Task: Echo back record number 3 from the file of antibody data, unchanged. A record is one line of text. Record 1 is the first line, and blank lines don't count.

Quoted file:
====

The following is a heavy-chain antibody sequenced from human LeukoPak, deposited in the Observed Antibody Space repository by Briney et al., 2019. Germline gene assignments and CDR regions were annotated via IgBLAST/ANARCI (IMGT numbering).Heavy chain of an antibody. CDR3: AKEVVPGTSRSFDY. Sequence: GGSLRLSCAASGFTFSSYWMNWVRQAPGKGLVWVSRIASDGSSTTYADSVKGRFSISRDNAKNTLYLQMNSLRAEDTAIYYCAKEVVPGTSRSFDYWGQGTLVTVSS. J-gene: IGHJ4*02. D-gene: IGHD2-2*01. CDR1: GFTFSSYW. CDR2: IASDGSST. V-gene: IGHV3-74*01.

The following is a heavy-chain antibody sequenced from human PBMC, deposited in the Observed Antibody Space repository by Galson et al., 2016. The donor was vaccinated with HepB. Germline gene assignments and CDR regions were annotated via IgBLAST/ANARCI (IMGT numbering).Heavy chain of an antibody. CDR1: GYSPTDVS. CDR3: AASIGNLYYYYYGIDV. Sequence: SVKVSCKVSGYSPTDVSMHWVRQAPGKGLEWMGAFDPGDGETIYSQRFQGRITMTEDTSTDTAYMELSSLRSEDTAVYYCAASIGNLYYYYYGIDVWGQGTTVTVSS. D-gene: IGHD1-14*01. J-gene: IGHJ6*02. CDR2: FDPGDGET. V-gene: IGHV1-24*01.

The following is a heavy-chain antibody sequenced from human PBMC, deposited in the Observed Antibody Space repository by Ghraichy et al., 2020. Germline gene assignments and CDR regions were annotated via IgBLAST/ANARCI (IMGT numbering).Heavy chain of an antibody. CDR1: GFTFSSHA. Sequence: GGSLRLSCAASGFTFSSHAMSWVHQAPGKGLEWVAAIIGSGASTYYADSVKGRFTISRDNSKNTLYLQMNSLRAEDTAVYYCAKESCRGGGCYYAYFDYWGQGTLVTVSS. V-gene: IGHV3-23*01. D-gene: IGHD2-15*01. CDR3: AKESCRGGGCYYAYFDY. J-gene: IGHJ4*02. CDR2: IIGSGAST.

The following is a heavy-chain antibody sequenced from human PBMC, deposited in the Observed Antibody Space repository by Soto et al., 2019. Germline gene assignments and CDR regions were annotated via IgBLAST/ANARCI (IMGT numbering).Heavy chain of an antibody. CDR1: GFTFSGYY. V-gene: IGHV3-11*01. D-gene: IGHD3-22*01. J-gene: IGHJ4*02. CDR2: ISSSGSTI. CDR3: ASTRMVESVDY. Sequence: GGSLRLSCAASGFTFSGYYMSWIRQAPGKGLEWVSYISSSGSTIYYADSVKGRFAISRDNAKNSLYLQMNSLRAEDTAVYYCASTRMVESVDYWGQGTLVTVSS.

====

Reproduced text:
The following is a heavy-chain antibody sequenced from human PBMC, deposited in the Observed Antibody Space repository by Ghraichy et al., 2020. Germline gene assignments and CDR regions were annotated via IgBLAST/ANARCI (IMGT numbering).Heavy chain of an antibody. CDR1: GFTFSSHA. Sequence: GGSLRLSCAASGFTFSSHAMSWVHQAPGKGLEWVAAIIGSGASTYYADSVKGRFTISRDNSKNTLYLQMNSLRAEDTAVYYCAKESCRGGGCYYAYFDYWGQGTLVTVSS. V-gene: IGHV3-23*01. D-gene: IGHD2-15*01. CDR3: AKESCRGGGCYYAYFDY. J-gene: IGHJ4*02. CDR2: IIGSGAST.